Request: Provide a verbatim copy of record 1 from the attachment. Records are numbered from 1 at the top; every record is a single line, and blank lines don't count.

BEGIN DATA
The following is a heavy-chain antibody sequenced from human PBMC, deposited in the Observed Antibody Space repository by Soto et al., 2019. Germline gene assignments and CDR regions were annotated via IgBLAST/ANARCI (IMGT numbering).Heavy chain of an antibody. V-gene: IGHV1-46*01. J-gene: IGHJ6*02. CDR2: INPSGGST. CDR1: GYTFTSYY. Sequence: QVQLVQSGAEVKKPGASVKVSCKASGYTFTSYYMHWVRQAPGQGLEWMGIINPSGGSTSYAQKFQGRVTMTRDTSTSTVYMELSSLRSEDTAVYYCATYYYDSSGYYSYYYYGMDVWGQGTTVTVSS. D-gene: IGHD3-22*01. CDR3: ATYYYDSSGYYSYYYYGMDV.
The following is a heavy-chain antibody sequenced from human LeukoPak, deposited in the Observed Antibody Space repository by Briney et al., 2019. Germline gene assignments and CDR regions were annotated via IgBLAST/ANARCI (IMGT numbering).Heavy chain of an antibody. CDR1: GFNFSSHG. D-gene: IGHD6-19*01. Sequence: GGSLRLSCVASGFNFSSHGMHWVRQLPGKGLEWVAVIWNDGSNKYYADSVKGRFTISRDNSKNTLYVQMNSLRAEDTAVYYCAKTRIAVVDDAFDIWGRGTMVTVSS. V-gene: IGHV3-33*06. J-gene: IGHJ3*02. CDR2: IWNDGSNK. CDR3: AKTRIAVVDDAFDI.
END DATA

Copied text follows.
The following is a heavy-chain antibody sequenced from human PBMC, deposited in the Observed Antibody Space repository by Soto et al., 2019. Germline gene assignments and CDR regions were annotated via IgBLAST/ANARCI (IMGT numbering).Heavy chain of an antibody. V-gene: IGHV1-46*01. J-gene: IGHJ6*02. CDR2: INPSGGST. CDR1: GYTFTSYY. Sequence: QVQLVQSGAEVKKPGASVKVSCKASGYTFTSYYMHWVRQAPGQGLEWMGIINPSGGSTSYAQKFQGRVTMTRDTSTSTVYMELSSLRSEDTAVYYCATYYYDSSGYYSYYYYGMDVWGQGTTVTVSS. D-gene: IGHD3-22*01. CDR3: ATYYYDSSGYYSYYYYGMDV.